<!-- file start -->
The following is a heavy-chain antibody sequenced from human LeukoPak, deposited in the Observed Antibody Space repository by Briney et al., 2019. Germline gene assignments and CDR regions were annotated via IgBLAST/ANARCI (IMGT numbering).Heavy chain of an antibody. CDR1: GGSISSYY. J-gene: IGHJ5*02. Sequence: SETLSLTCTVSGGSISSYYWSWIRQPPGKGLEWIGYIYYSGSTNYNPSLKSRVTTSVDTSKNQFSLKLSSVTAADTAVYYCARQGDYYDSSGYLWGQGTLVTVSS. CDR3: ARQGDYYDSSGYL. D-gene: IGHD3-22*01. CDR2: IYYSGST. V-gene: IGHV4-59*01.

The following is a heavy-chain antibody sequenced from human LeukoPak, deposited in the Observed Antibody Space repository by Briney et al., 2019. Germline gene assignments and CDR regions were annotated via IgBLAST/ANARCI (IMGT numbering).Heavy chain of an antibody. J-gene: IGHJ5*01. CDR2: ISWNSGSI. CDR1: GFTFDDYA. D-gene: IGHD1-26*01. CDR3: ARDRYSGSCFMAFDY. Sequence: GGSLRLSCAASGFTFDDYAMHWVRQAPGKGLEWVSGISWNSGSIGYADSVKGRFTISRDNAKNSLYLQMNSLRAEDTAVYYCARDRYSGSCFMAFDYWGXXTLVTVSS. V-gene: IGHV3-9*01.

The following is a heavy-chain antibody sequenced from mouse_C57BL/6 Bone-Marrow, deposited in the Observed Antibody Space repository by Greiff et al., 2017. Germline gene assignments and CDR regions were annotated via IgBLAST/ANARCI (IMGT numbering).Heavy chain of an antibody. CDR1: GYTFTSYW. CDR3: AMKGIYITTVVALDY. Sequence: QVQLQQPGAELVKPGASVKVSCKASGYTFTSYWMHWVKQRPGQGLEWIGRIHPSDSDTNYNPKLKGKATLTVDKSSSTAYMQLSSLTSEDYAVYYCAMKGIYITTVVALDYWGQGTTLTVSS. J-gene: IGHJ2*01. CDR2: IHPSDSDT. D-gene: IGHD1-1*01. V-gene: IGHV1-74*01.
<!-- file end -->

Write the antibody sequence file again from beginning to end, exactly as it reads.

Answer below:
The following is a heavy-chain antibody sequenced from human LeukoPak, deposited in the Observed Antibody Space repository by Briney et al., 2019. Germline gene assignments and CDR regions were annotated via IgBLAST/ANARCI (IMGT numbering).Heavy chain of an antibody. CDR1: GGSISSYY. J-gene: IGHJ5*02. Sequence: SETLSLTCTVSGGSISSYYWSWIRQPPGKGLEWIGYIYYSGSTNYNPSLKSRVTTSVDTSKNQFSLKLSSVTAADTAVYYCARQGDYYDSSGYLWGQGTLVTVSS. CDR3: ARQGDYYDSSGYL. D-gene: IGHD3-22*01. CDR2: IYYSGST. V-gene: IGHV4-59*01.

The following is a heavy-chain antibody sequenced from human LeukoPak, deposited in the Observed Antibody Space repository by Briney et al., 2019. Germline gene assignments and CDR regions were annotated via IgBLAST/ANARCI (IMGT numbering).Heavy chain of an antibody. J-gene: IGHJ5*01. CDR2: ISWNSGSI. CDR1: GFTFDDYA. D-gene: IGHD1-26*01. CDR3: ARDRYSGSCFMAFDY. Sequence: GGSLRLSCAASGFTFDDYAMHWVRQAPGKGLEWVSGISWNSGSIGYADSVKGRFTISRDNAKNSLYLQMNSLRAEDTAVYYCARDRYSGSCFMAFDYWGXXTLVTVSS. V-gene: IGHV3-9*01.

The following is a heavy-chain antibody sequenced from mouse_C57BL/6 Bone-Marrow, deposited in the Observed Antibody Space repository by Greiff et al., 2017. Germline gene assignments and CDR regions were annotated via IgBLAST/ANARCI (IMGT numbering).Heavy chain of an antibody. CDR1: GYTFTSYW. CDR3: AMKGIYITTVVALDY. Sequence: QVQLQQPGAELVKPGASVKVSCKASGYTFTSYWMHWVKQRPGQGLEWIGRIHPSDSDTNYNPKLKGKATLTVDKSSSTAYMQLSSLTSEDYAVYYCAMKGIYITTVVALDYWGQGTTLTVSS. J-gene: IGHJ2*01. CDR2: IHPSDSDT. D-gene: IGHD1-1*01. V-gene: IGHV1-74*01.